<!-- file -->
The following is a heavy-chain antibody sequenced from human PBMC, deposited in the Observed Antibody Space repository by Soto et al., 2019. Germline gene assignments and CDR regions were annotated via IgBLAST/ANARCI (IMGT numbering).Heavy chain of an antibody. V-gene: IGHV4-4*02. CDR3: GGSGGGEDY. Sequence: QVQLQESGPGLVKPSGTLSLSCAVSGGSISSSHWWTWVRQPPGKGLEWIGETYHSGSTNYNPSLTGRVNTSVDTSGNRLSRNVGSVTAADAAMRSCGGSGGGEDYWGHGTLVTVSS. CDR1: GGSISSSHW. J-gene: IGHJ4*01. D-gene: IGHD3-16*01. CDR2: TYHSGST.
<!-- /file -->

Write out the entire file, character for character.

The following is a heavy-chain antibody sequenced from human PBMC, deposited in the Observed Antibody Space repository by Soto et al., 2019. Germline gene assignments and CDR regions were annotated via IgBLAST/ANARCI (IMGT numbering).Heavy chain of an antibody. V-gene: IGHV4-4*02. CDR3: GGSGGGEDY. Sequence: QVQLQESGPGLVKPSGTLSLSCAVSGGSISSSHWWTWVRQPPGKGLEWIGETYHSGSTNYNPSLTGRVNTSVDTSGNRLSRNVGSVTAADAAMRSCGGSGGGEDYWGHGTLVTVSS. CDR1: GGSISSSHW. J-gene: IGHJ4*01. D-gene: IGHD3-16*01. CDR2: TYHSGST.